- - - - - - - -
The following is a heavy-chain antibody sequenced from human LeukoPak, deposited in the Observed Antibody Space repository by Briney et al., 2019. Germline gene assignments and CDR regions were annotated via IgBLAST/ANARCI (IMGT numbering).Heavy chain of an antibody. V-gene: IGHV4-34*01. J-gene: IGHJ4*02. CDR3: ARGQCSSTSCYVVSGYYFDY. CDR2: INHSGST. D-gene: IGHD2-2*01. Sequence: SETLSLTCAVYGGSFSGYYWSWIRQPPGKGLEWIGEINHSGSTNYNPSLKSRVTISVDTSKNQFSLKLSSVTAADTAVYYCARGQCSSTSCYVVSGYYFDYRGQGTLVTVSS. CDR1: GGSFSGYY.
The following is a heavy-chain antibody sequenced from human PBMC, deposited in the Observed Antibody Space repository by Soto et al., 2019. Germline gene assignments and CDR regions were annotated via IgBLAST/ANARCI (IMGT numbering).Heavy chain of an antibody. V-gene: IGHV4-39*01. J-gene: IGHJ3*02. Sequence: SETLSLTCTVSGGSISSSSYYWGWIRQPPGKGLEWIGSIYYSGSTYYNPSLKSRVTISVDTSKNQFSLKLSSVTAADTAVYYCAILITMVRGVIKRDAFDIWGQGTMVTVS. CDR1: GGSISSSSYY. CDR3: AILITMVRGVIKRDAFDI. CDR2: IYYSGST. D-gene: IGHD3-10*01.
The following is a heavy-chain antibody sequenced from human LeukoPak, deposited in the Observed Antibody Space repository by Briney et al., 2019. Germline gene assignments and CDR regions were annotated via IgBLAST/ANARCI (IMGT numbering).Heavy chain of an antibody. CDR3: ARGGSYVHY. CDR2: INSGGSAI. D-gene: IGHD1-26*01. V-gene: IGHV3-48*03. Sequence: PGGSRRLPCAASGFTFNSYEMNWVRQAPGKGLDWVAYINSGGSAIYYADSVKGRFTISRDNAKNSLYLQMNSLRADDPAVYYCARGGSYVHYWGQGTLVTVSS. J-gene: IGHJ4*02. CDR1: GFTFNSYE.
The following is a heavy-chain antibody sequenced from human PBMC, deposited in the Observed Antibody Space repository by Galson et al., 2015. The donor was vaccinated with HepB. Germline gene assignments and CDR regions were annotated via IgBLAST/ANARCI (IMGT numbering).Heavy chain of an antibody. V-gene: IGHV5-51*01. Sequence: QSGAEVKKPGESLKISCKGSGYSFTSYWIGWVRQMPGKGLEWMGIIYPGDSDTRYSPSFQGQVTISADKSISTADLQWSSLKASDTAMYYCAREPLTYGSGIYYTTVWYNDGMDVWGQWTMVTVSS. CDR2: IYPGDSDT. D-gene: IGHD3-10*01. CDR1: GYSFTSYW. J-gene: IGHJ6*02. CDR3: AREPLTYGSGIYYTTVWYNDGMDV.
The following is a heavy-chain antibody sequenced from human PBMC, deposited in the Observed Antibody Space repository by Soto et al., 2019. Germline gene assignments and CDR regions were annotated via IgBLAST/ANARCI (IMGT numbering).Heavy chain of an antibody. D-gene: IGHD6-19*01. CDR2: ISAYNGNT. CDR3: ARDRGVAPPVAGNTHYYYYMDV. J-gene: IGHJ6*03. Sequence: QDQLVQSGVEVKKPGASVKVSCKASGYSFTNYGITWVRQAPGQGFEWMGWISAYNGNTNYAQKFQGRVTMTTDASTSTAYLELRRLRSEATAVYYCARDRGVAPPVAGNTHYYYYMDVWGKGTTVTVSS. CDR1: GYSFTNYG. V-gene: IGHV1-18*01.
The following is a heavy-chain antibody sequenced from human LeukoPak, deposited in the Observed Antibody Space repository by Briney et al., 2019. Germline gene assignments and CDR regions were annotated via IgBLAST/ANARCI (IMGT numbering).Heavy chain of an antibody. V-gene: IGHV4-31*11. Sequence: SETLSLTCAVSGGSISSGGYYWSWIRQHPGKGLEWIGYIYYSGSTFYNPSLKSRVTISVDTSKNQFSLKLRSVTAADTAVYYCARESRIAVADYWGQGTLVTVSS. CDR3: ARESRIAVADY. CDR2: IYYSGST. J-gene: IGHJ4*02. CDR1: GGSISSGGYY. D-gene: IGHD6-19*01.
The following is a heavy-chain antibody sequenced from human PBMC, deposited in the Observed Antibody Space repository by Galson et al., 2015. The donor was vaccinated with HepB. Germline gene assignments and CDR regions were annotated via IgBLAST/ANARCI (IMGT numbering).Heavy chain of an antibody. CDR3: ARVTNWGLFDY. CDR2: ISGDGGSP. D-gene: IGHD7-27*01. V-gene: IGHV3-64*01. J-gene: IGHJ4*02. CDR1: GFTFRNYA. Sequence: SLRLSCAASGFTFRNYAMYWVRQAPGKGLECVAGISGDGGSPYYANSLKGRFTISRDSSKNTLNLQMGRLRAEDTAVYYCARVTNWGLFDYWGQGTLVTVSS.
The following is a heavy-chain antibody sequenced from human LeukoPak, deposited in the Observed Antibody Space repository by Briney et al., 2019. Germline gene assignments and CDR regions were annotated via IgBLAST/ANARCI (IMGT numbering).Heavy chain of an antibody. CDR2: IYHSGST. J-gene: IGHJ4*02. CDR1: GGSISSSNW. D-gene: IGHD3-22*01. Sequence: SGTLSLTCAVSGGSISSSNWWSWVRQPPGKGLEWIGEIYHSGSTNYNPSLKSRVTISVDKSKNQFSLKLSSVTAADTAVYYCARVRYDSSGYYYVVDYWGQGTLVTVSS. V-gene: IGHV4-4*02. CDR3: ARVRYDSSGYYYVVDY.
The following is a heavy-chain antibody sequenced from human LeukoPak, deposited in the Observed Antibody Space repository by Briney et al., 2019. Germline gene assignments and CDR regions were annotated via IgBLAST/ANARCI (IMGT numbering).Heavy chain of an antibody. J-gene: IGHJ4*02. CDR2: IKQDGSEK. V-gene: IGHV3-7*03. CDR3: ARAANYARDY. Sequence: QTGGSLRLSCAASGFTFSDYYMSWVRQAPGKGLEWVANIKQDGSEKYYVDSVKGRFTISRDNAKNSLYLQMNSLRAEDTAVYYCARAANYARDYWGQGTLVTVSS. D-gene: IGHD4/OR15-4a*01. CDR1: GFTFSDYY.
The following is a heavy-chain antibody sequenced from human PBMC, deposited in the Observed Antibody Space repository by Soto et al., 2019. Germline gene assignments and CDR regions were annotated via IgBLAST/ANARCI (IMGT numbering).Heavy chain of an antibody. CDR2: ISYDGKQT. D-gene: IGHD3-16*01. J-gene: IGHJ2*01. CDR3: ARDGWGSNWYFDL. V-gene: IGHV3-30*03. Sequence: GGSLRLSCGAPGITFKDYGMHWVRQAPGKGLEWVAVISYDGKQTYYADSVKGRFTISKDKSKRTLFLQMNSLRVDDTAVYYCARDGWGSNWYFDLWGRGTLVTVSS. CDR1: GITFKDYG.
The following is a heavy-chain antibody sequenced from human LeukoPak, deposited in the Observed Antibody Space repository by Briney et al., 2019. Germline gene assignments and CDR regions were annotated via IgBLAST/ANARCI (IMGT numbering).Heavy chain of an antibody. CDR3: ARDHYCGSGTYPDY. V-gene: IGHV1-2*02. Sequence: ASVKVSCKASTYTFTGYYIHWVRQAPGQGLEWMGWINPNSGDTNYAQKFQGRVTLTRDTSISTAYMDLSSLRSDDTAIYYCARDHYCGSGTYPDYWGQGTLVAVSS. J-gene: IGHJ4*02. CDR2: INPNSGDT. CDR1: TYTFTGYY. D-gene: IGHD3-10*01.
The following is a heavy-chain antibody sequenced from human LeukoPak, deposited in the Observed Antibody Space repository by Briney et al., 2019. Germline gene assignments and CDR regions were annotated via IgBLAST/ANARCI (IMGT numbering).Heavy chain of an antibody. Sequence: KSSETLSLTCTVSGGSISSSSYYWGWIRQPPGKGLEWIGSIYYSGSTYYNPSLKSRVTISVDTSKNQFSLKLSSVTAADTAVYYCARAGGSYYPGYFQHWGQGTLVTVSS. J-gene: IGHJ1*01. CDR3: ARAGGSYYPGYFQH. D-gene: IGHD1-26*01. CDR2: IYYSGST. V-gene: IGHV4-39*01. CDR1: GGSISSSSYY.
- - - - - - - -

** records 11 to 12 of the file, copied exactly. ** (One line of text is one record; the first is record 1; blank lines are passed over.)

The following is a heavy-chain antibody sequenced from human LeukoPak, deposited in the Observed Antibody Space repository by Briney et al., 2019. Germline gene assignments and CDR regions were annotated via IgBLAST/ANARCI (IMGT numbering).Heavy chain of an antibody. CDR3: ARDHYCGSGTYPDY. V-gene: IGHV1-2*02. Sequence: ASVKVSCKASTYTFTGYYIHWVRQAPGQGLEWMGWINPNSGDTNYAQKFQGRVTLTRDTSISTAYMDLSSLRSDDTAIYYCARDHYCGSGTYPDYWGQGTLVAVSS. J-gene: IGHJ4*02. CDR2: INPNSGDT. CDR1: TYTFTGYY. D-gene: IGHD3-10*01.
The following is a heavy-chain antibody sequenced from human LeukoPak, deposited in the Observed Antibody Space repository by Briney et al., 2019. Germline gene assignments and CDR regions were annotated via IgBLAST/ANARCI (IMGT numbering).Heavy chain of an antibody. Sequence: KSSETLSLTCTVSGGSISSSSYYWGWIRQPPGKGLEWIGSIYYSGSTYYNPSLKSRVTISVDTSKNQFSLKLSSVTAADTAVYYCARAGGSYYPGYFQHWGQGTLVTVSS. J-gene: IGHJ1*01. CDR3: ARAGGSYYPGYFQH. D-gene: IGHD1-26*01. CDR2: IYYSGST. V-gene: IGHV4-39*01. CDR1: GGSISSSSYY.